Ovulation will occur one day during your fertile window. The egg released is viable for 12 to 24 hours. That doesn’t mean you can get pregnant every day during this window. But if you’re trying to prevent pregnancy, it’s a good idea to abstain from sex without a condom or another barrier method during the entire fertile window.

Tools for tracking your cycle

To track your cycle, mark the first day of your menstrual cycle on the calendar or in your day planner. Do this over several months. You can also use a fertility app to help you keep track.

If you have very consistent cycles, knowing your fertile window can help prevent pregnancy. But keep in mind that your cycle days can still change each month. Factors like stress, diet, or heavy exercise can affect the number of days in your cycle. The day of ovulation can also change every month.

Tracking your ovulation is usually a more effective way to help you get pregnant. If you’re trying to avoid pregnancy, talk with your doctor about the best birth control for you.

Tracking ovulation is another effective fertility awareness method. Common ways to track ovulation include:

Basal body temperature

Your basal body temperature is your temperature when you’re fully at rest. It rises slightly following ovulation. To track your basal body temperature, you’ll need a special basal temperature thermometer.

Using the thermometer, take and record your temperature when you first wake up in the morning before getting out of bed. You can chart it on paper or on an app. Your temperature will rise slightly, about 0.5°F (0.3°C), during ovulation.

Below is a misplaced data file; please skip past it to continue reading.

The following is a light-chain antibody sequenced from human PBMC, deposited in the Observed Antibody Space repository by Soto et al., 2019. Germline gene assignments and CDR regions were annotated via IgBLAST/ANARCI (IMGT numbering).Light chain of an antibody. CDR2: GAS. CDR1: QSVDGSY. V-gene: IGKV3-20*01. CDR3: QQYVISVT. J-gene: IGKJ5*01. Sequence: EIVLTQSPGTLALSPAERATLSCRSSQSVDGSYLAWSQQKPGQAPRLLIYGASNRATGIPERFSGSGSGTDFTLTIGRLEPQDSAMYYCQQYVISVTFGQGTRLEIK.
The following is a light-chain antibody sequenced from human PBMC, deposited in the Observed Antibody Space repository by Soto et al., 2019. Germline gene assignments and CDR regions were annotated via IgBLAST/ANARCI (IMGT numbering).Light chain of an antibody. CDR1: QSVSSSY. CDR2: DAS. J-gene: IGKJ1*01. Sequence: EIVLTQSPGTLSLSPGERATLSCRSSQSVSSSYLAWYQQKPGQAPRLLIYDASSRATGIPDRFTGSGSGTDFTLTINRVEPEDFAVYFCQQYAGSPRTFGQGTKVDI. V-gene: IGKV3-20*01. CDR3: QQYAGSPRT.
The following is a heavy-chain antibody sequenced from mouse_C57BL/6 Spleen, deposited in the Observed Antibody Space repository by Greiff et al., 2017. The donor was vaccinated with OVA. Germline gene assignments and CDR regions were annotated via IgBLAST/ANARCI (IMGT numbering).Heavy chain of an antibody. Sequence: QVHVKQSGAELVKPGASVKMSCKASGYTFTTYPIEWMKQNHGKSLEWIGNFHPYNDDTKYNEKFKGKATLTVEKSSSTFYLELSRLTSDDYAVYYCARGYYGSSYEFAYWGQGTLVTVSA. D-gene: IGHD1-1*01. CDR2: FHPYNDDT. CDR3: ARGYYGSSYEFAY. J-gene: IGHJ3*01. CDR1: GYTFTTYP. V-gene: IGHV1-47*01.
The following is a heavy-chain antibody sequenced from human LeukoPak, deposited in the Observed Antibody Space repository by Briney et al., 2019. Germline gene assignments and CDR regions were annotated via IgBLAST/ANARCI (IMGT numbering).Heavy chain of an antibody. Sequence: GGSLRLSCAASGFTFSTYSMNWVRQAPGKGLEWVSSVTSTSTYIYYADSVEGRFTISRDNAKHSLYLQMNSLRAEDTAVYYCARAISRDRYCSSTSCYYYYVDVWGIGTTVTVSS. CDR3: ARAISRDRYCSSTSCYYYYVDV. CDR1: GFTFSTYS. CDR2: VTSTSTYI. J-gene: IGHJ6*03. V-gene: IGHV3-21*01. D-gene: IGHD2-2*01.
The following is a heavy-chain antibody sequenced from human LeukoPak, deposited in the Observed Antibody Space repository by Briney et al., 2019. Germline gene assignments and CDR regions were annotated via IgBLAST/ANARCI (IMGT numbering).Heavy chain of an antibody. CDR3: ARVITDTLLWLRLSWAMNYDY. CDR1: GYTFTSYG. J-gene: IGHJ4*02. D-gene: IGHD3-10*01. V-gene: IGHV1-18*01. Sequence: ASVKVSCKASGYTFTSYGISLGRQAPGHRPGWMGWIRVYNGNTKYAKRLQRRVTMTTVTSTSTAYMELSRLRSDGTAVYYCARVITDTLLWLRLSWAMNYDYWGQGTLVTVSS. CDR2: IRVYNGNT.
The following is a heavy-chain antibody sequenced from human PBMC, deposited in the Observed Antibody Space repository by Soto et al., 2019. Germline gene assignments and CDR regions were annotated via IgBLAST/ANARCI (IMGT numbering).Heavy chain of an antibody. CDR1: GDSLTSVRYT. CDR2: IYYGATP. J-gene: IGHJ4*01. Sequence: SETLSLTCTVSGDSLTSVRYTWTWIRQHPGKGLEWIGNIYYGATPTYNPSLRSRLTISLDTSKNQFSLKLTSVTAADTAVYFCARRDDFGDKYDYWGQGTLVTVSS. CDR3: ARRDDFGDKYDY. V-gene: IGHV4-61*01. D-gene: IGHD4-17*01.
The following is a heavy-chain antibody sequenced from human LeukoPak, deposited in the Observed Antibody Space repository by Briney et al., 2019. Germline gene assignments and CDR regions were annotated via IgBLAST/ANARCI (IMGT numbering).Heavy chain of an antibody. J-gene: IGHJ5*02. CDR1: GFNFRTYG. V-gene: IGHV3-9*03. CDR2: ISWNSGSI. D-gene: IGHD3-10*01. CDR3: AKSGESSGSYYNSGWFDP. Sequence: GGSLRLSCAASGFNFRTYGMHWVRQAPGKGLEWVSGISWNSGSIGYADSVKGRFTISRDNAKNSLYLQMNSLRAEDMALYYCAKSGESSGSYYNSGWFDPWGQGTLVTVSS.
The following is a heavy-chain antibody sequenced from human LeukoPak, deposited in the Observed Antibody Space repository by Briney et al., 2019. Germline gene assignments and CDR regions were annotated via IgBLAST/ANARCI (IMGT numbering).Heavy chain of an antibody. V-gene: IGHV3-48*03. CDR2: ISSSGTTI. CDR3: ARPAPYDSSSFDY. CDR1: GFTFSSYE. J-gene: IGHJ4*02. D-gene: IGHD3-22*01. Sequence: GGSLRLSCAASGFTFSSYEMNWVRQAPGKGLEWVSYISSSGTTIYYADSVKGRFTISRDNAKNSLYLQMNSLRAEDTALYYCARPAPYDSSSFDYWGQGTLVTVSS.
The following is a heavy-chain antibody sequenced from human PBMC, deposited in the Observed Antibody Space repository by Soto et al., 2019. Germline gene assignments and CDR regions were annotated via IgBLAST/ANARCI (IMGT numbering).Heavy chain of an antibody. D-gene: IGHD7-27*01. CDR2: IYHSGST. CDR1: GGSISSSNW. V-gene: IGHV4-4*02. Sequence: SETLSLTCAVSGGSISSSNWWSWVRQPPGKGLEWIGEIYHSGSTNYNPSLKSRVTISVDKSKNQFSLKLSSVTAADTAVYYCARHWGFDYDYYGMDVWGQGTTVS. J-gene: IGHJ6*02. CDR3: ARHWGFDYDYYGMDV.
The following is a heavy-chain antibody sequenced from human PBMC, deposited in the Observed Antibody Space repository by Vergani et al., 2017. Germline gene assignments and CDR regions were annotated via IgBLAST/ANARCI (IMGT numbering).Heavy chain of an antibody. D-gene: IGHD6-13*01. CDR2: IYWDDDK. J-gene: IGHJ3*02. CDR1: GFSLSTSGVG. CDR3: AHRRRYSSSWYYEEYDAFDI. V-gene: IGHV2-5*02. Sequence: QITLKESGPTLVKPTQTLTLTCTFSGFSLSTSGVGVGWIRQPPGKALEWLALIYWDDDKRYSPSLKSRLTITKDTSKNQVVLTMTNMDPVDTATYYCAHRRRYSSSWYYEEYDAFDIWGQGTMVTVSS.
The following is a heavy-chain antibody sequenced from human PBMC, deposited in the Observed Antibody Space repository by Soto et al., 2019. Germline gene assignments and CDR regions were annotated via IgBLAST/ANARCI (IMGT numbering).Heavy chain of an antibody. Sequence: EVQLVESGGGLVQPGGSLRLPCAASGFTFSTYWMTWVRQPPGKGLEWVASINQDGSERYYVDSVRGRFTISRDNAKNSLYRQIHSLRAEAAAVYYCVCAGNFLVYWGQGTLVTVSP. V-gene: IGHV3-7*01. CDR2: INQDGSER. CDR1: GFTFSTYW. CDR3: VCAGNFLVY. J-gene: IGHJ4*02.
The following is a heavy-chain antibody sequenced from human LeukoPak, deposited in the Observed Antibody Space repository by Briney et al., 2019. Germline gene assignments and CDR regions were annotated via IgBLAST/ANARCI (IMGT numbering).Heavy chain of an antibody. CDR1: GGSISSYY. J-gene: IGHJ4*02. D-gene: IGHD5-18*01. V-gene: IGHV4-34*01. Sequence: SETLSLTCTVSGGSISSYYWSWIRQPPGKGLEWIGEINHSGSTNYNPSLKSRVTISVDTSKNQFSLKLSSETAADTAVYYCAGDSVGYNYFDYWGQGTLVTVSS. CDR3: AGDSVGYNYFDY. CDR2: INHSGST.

Because this method helps you understand when ovulation occurs, it can work better for preventing pregnancy by waiting to have sex without a condom or another barrier method until a couple of days after the spike in temperature.

Cervical mucus

Some people notice an increase in cervical mucus close to ovulation. This is because estrogen levels surge during this time, causing your cervix to produce more mucus.

This mucus will be clear and stretchy. The consistency will be similar to egg whites. Your body may be most fertile on days when you notice an increase in cervical mucus.

Ovulation predictor kits

If you’re trying to get pregnant, you may want to purchase an ovulation predictor kit. They test your urine for a surge in the luteinizing hormone (LH).

LH surges 24 to 48 hours before ovulation. Avoid having sex without a condom or another barrier method at this time if you’re trying to prevent pregnancy. But since sperm can survive in the uterus for up to 5 days, you may want to avoid sex without a condom or another barrier method for the 5 days before this surge, which can be harder to predict ahead of time.

There are several options for effective forms of contraception. Popular choices include:

These options can be more than 99 percent effective against pregnancy if you follow the instructions carefully.

Condoms are another effective form of birth control and also protect against sexually transmitted infections.

Having sex without a condom or another barrier method during your period decreases your probability of pregnancy. But it isn’t a guarantee.

Tracking ovulation and determining your fertile window can decrease your chance of getting pregnant each month. We need more research to understand the effectiveness of natural family planning. If you want to prevent pregnancy, the best option can be to talk with your doctor about a reliable form of birth control.